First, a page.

(600b) Implementation of Ion Exchange Processes for CO2 Mineralization Using Produced Water Streams | AIChE

(600b) Implementation of Ion Exchange Processes for CO2 Mineralization Using Produced Water Streams


Alturki, A., University of California, Los Angeles
Prentice, D., UCLA
La Plante, E. C., University of California, Los Angeles
Sant, G., University of California, Los Angeles
Large coal-fired power plants (>500 MW) account for 46% of global CO2 emissions, and long-term management of this CO2 to is urgently needed mitigate global temperature increases. Sequestration of CO2 within stable mineral carbonates (e.g., CaCO3) represents an attractive emission reduction strategy because it offers a leakage-free alternative to geological storage of CO2 in an environmentally friendly form. This work describes a mineralization process in which divalent cations are sourced from various waste streams (e.g., produced water and brackish water) and alkalinity is induced via regenerable ion-exchange materials. In our process, aqueous streams with pH > 8 are produced by contacting fresh water with various ion-exchange materials (e.g., Na form zeolites or ion exchange resins). These streams are mixed with produced water containing high concentrations (~0.1 M) of Ca2+ leading to the precipitation of solid calcium carbonate (PCC). This process has the advantages of using regenerable solids in a simple and continuous process to increase the pH of water by ion exchange instead of relying on the consumption of costly and unsustainable sources of alkalinity (e.g., sodium hydroxide).

The pH shift in our process is effected by the exchange of protons for Na+ ions. Thus, the Na+-H+ exchange isotherms and adsorption rates of 13X and 4A zeolites and TP-207 and TP-260 resins in CO2-saturated water (pCO2 = 1 atm, pH 4) were studied via batch equilibrium experiments. Adsorption isotherms obey the Langmuir model, with the resins achieving higher capacities than zeolites: 2.4 mmol H+/g for TP-207, 2.2 mmol H+/g for TP-260, 1.8 mmol H+/g for 4A and 1.6 mmol H+/g for 13X. Consequently, ion exchange resins were capable of producing aqueous solutions with of pH = 11.3 and 10.9 for TP-207 and TP-260 respectively, compared to a pH = 10.2 and 9.8 for solutions contacted with 4A and 13X respectively. Multi-component mixtures of Ca2+ and Mg2+ cations in CO2-saturated water were used to probe competitive ion exchange. The presence of divalent cations in solution significantly inhibited H+ uptake because of their larger field strength, reducing capacities to as low as 1.2 mmol H+/g for resins and 0.8 mmol H+/g for zeolites. These results indicate the alkalinity inducing reaction for this process must occur in the absence of divalent cations to achieve the desired pH for CO2 mineralization.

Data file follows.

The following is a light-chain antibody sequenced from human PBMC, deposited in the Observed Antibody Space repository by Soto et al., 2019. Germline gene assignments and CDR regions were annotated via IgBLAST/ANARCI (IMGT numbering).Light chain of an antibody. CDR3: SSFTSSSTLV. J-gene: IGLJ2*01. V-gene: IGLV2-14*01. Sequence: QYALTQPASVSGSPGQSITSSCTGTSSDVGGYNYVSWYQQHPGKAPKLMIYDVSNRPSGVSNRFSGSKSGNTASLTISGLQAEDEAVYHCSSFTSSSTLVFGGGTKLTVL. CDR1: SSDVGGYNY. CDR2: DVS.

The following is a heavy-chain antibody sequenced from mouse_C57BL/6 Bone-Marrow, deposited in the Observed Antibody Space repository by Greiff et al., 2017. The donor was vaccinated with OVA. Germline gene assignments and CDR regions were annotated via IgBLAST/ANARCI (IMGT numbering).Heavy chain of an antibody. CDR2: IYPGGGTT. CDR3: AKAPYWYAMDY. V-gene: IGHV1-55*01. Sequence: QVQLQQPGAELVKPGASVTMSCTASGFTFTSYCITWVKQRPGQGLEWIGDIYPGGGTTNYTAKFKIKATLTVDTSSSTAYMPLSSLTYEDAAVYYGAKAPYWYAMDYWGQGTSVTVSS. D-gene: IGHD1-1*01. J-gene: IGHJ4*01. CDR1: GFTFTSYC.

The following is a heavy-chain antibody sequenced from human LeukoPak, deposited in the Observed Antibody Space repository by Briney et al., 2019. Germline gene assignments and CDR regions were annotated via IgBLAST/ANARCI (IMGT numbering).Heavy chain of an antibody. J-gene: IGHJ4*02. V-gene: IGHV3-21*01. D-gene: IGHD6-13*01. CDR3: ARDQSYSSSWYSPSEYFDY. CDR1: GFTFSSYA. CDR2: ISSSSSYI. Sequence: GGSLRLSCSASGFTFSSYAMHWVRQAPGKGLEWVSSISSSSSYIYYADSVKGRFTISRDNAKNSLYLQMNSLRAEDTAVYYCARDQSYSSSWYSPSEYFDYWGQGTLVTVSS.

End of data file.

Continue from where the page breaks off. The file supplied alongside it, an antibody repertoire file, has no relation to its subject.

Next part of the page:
The extent of calcite precipitation was evaluated experimentally by mixing the alkaline CO32--rich water solution that is obtained from the ion-exchange column, with a simulated liquid waste stream solution (1.4 M NaCl, 0.1 M CaCl2, 0.056 M MgCl2, 0.01 M CaSO4, 0.0001 M KCl, 0.00044 FeCl2). Experimental calcite yields were 26 mmol/L for cation exchange resins and 8 mmol/L for zeolitic materials, with the formation of goethite (an iron-hydroxide phase, FeOOH) as the primary contaminant phase (99% calcite, 1% goethite). Yields calculated via Gibbs Energy minimization were 26.5 mmol/L and 8.8 mmol/L for the resin and zeolite systems, respectively, indicating that the experimental process was able to achieve thermodynamic maximum production of calcite.

The results from these studies indicate that ion exchange processes can be used as an alternative to the addition of stoichiometric bases to induce alkalinity for the precipitation of CaCO3. The high calcium carbonate yields (1 ton CO2/day utilizing a produced water flow rate = 6.2 L/min and a total bed volume = 0.02 m3) obtained for the materials examined and the successful operation at standard temperature and pressure conditions support their potential for industrial implementation.